Cancer risks and screening in PSC

People with PSC have an increased risk of getting some cancers (bile duct cancer, gallbladder cancer, liver cancer and colorectal cancer) 1 than the general population and are therefore carefully monitored by their doctors.

Bowel Cancer

If you have PSC and ulcerative colitis, you are at a higher risk of developing bowel cancer (colorectal cancer) than the general population or those with ulcerative colitis alone. This risk is lower if you have PSC and Crohn’s disease 55,65.

Bowel cancer screening

Regular screening by colonoscopy with biopsies is recommended for people with PSC and IBD 1,4,58. Recent advances in endoscopic imaging techniques using high definition endoscopes and chromoendoscopy have improved the early detection rate for bowel cancer 65.

In PSC patients without confirmed IBD, many doctors order colonoscopies with biopsies every 5 years 48 and this is supported by the BSG/UK-PSC Guidelines 58 (Recommendation 27) to ensure that colitis has not developed.

Watch: The PSC Colonoscopy: why it is needed and what's involved. Dr Kate Lynch (née Williamson) University of Oxford at a PSC Support Information Day:

Biliary Tract Cancers

Biliary tract (hepatopancreatobiliary, HPB) cancers are cancers that affect the bile duct (cholangiocarcinoma, CCA), gallbladder and liver (hepatocellular carcinoma, HCC). All patients with advanced fibrosis or cirrhosis of the liver, regardless of the cause of their liver disease, are at increased risk of liver cancer 1.

What is the lifetime risk of bile duct cancer for people with PSC?
The overall risk (incidence) of bile duct cancer over the lifetime of an individual with PSC is 10-15% 7. However, the majority of cases occur within the first 1-2 years of PSC diagnosis 7,66. After those two years, bile duct cancer is very rare; less than 1% per year develop the cancer after that time 7. The medical term for bile duct cancer is ‘cholangiocarcinoma’.

The average age of a bile duct cancer diagnosis in people with PSC is younger (in the 30s) than in the general population (in the 60s) 66.


Screening for bile duct cancer

Currently, there is no proven beneficial form of surveillance strategy for cholangiocarcinoma, and research studies are ongoing to address this issue 5. EASL/ESGE recommend that bile duct cancer should be suspected in any patient with ‘worsening cholestasis, weight loss, raised serum CA19-9, and/or new or progressive dominant stricture’ 67.

According to the EASL and AASLD there is currently no consensus about the best way to screen for bile duct cancer:

The European Association for the Study of the Liver (EASL) states: ‘'There is at present no biochemical marker or imaging modality which can be recommended for early detection of cholangiocarcinoma. ERCP with brush cytology (and/or biopsy) sampling should be carried out when clinically indicated.' 4.

The position of the American Association of the Study of Liver Diseases (AASLD) is that ‘in the absence of evidence based information, many clinicians screen patients with an imaging study plus a CA19-9 at annual intervals.’ 68

CA19-9 is a blood test to measure the level of tumour markers found in the blood. However, it is not specific enough to be used on its own to screen for bile duct cancer, especially in a disease like PSC because a third of people with CA19-9 at 129U/mL are free of cancer long-term 66. CA19-9 fluctuates in PSC and levels increase with bacterial cholangitis, other gastroenterological and gynaecological cancers, and smoking 66. Furthermore, some people can’t make CA19-9 (the so-called ‘non-secretor’), so in around 5-7% of people the test cannot be performed 135.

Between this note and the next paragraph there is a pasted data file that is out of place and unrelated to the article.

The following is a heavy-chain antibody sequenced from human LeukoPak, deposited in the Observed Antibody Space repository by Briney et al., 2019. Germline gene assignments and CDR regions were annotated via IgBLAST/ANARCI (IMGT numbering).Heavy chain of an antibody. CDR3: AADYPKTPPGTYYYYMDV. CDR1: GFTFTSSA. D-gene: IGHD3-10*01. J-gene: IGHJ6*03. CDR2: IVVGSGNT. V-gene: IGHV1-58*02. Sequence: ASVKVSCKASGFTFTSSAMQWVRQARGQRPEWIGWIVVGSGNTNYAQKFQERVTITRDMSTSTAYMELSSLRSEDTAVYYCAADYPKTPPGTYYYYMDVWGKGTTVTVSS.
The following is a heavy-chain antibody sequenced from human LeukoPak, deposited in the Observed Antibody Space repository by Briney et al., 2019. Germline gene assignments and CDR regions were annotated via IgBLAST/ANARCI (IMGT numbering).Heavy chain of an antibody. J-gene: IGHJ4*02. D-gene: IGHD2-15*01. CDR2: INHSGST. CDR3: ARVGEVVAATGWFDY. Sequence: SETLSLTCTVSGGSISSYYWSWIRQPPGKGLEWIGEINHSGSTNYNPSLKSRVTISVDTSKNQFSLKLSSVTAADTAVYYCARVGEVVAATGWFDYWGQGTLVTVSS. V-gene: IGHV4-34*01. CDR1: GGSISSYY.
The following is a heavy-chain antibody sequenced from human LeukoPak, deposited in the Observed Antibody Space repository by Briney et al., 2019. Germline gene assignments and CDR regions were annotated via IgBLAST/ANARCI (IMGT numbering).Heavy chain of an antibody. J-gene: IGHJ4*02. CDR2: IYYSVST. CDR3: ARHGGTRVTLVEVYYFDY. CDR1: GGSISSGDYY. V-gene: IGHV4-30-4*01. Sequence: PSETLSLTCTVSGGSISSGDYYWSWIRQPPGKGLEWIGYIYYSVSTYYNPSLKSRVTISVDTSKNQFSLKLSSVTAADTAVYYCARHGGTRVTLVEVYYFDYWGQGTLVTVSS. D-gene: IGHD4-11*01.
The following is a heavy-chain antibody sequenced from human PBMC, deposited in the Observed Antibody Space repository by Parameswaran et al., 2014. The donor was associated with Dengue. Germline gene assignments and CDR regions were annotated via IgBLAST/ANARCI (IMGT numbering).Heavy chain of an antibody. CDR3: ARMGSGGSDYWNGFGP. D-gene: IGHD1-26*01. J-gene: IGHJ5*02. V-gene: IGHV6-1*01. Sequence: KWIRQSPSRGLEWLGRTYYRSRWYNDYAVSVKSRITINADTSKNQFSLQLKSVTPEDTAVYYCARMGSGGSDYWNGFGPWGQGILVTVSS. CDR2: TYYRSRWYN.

The BSG/UK-PSC Guidelines recommend that while increased CA19-9 may support a diagnosis of suspected bile duct cancer, it has a low diagnostic accuracy and that routine measurement of blood CA19-9 is not recommended for surveillance for cholangiocarcinoma in PSC 58 (Recommendation 23).

If you have PSC, you should discuss your cancer risk and available screening options with your PSC doctor.

Information and support about bile duct cancer:

Other cancers

Gallbladder cancer and liver cancer (HCC) are also more common in PSC than in the general population 69. Gallbladder cancer develops in only around 2% of people with PSC, although more than 50% of gallbladder polyps detected by ultrasound scans could be malignant. A polyp is like a small soft but solid growth on the gallbladder wall, usually in the order of 2-10mm diameter. It is thought to be a potential precursor for gallbladder cancer. Usually they are benign, but as mentioned, there is increased risk for polyps being pre-malignant and/or developing to cancer in people with PSC.


Screening for gallbladder and liver cancer

An annual ultrasound scan of the gallbladder and liver is recommended for PSC patients 1,4,58 to screen for abnormalities, with a low threshold for removing the gallbladder.

Once someone has cirrhosis (severe scarring of the liver), it is recommended that the ultrasound scan frequency increases to every 6 months, to monitor for liver cancer 1. If a suspect liver lesion is suspected, further imaging (i.e. MRI or CT scan) may be required to confirm the diagnosis.

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